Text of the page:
A few lines in explanation of the object and origin of this book may not be out of place by way of preface to its contents.

Some time ago a little essay of mine on 'The Fashion of Furniture,' which appeared in the 'Cornhill Magazine,' led to my being invited by the Editor of 'The Queen' to write for that journal a series of articles on the same subject. Those articles, combined with others recently contributed to the 'London Review,' have formed, after considerable revision and additions, material for the present volume.

The illustrations, which did not appear with the original text, are, with a few exceptions (for which I am chiefly indebted to the assistance of Mr. H. W. Brewer and Mr. E. J. Tarver), either drawn on wood by myself, or engraved, by Mr. C. Hancock's photographic process, from my sketches - roughly executed, I fear, in some instances, but sufficiently accurate, I hope, to illustrate the character of design which I advocate.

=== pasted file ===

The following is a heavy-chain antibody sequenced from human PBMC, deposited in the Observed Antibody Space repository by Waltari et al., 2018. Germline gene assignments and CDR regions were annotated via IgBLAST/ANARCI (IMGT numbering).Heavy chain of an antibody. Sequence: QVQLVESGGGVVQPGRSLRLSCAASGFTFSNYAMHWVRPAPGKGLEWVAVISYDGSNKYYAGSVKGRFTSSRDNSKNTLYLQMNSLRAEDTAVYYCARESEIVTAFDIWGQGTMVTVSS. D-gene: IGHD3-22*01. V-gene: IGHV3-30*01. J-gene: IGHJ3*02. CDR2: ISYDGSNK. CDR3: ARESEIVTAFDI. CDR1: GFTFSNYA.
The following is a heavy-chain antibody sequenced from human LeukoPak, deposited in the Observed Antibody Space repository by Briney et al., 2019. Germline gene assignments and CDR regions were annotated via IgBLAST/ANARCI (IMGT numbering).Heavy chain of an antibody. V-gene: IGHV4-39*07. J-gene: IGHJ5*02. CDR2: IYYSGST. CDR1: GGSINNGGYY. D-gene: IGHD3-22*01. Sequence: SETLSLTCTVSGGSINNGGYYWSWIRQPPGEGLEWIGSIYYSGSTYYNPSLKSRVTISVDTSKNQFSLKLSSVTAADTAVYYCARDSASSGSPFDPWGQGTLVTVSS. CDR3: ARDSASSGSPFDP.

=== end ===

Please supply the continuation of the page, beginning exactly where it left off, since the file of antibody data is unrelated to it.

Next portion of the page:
I might have wished to add to their number, but this was impossible without materially increasing the cost of my book, and thus to some extent interfering with its object, which is, in a word, to suggest some fixed principles of taste for the popular guidance of those who are not accustomed to hear such principles defined.

For, though the question of style and design in art-manufacture has been from time to time treated in various works after a technical, a theoretical and an historical fashion, I am not aware that it has yet been discussed in a manner sufficiently practical and familiar to ensure the attention of the general public, without whose support, as every artist knows, all attempts in the direction of aes-thetical reform are hopeless.

It is to supply this deficiency that my 'Hints on Household Taste' are published: and if the virtuoso should find them wanting in antiquarian research, the scientific man in technical information, and the sentimentalist, in the poetry of art - it must be remembered that I have neither desired nor attempted in the following pages to do more than show my readers how they may furnish their houses in accordance with a sense of the picturesque which shall not interfere with modern notions of comfort and convenience.